Tuesday, November 27, 2018

Christmas Spirit Reading Challenge 2018

I participate in this challenge every year. I'm a little late in signing up this year, but I still plan to read at least 4 or 5 Christmas-themed books before January 6th. I know it's sappy, but I enjoy it. 

If you want to join the Christmas Spirit Reading Challenge, get all the details here and sign up!  

My first selection is 


I love this Penguin Christmas Classics edition and I am collecting the other five books in the series. My Library Classics Club selected this for our December read. 

Tuesday, February 13, 2018

Killers of the Flower Moon by David Grann

Title:   Killers of the Flower Moon

Author:          David Grann
Published:     April 18, 2017 by Doubleday
Hardcover:    338 pages
Awards:         Edgar Award Nominee for Best Fact Crime (2018); Andrew Carnegie Medal Nominee for Nonfiction (2018); National Book Award Finalist for Nonfiction (2017); Goodreads Choice Award Nominee for History & Biography (2017); Brooklyn Public Library Prize Nominee for Nonfiction (2017)

29496196Summary:     Killers of the Flower Moon by David Grann explores the deaths of an incredible number of Osage Indians in the early 1900’s, specifically the family of Mollie Burkhart. The Osage were moved from their lands to a reservation on land that was later discovered to be on top of a rich oil field. The Osage had headrights to these lands and some of the white men, who were appointed their guardians, worked out ways to eliminate the Osage so they could have the money earned from them. David Grann tells the story of Mollie Burkhart’s family and how they were systematically killed so their headrights would be passed on. He also tells the story of how the U. S. Government was involved and the men who started the Federal Bureau of Investigation, some of whom worked on this Osage case. Who was behind all these murders? Was there only one man or were there many white men taking advantage of the Osage?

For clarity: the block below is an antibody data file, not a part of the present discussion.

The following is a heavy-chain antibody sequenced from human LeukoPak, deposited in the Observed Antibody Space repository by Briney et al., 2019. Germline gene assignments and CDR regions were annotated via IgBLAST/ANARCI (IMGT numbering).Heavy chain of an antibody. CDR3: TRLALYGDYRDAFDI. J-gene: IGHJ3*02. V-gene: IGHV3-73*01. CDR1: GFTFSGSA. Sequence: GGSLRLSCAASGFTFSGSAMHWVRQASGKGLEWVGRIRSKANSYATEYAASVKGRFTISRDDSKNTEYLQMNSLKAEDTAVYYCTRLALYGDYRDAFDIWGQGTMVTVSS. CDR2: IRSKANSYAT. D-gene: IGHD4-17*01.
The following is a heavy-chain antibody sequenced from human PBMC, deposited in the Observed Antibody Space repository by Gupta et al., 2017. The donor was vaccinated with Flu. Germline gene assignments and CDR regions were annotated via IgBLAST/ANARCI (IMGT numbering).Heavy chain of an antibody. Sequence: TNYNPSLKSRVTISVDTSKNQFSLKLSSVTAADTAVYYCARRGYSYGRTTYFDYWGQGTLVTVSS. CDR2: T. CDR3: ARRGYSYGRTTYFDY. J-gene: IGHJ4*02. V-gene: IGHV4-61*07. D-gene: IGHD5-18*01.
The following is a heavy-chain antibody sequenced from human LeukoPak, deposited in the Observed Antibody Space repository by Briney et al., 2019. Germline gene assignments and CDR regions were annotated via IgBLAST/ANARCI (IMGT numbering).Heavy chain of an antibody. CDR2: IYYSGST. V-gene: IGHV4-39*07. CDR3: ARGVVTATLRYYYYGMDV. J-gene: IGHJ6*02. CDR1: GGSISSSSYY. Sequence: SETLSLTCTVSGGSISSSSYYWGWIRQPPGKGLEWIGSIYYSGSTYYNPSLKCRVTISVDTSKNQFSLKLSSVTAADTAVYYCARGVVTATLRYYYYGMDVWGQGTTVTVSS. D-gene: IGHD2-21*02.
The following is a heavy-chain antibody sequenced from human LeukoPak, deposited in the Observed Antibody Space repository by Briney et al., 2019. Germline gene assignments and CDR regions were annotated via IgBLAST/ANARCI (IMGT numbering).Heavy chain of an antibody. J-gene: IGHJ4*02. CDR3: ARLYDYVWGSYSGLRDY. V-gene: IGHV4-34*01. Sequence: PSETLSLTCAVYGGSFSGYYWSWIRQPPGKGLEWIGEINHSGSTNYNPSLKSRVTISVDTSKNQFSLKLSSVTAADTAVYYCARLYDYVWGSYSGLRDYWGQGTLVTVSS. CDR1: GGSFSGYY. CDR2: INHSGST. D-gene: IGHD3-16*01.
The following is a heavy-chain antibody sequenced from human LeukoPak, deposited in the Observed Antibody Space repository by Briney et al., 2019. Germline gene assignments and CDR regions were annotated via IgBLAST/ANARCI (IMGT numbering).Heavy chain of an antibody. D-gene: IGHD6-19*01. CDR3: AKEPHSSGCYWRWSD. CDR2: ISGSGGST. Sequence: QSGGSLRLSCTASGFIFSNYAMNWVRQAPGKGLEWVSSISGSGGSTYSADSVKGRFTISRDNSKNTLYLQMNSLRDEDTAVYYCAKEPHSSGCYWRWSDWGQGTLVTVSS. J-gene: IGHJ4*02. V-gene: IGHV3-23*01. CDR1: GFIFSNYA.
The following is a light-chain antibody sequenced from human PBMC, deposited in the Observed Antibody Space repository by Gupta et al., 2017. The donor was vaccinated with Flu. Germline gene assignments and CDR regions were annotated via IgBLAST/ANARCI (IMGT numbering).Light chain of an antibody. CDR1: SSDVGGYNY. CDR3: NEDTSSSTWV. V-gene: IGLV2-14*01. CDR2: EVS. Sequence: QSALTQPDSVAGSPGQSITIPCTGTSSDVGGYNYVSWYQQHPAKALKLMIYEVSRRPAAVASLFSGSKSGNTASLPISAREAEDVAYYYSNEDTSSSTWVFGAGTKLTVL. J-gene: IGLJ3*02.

Overview:      I probably would never have picked this book up on my own, but it was our library book club’s February selection. I was surprised to find that I was very interested in what happened to the Osage Indians at this period in time and I was saddened by the way the white men treated them – as though they were not intelligent enough to handle their own affairs and that they weren’t fully “human.” It was racist and disgusting to me. Even though there were some passages that were heavy on investigation issues that didn’t work out, I didn’t feel that the book dragged.  I was more and more interested in the eventual outcome as I read along. If you like true crime stories, this is the book for you.

Until Tom White took over, the investigation seemed to go several different ways. Mr. White too all the possible leads and followed them to learn all he could and verify the facts given. I don’t usually like crime novels, but this was true and I wanted to find out if the criminals involved were brought to justice. There was nothing offensive as far as sex or swearing involved, however, there was ample violence due to the way several of the Osage were murdered.  I am very interested in details and making lists and checking off items when they are completed. This book was a great demonstration of that being done. Tom White made a lists of all the evidence that was gathered and set out to prove or disprove each item. He got discouraged, but in the end his persistence paid off.

Mr. Grann goes beyond Tom White’s investigation and communicates with descendants of the Osage to discover even more families who were victimized by their white guardians. As I said previously, it was disgusting to think that a nation of people could be taken advantage of in such a way. Although, if you think about it a bit, there were other nations who leaders attempted to destroy because they were deemed “undesirable”. This brings to mind the Nazis and the Jews. How can man be so cruel?

 I gave this selection 4 stars because it wasn't really a page-turner for me, although I did get more and more interested as i read on. 

Monday, January 8, 2018

Christmas Bells by Jennifer Chiaverini

Christmas Bells by Jennifer Chiaverini

Title: Christmas Bells
Author: Jennifer Chiaverini 
Published: October 27, 2015 by Dutton 
The copy I read was paperback and included 336 pages.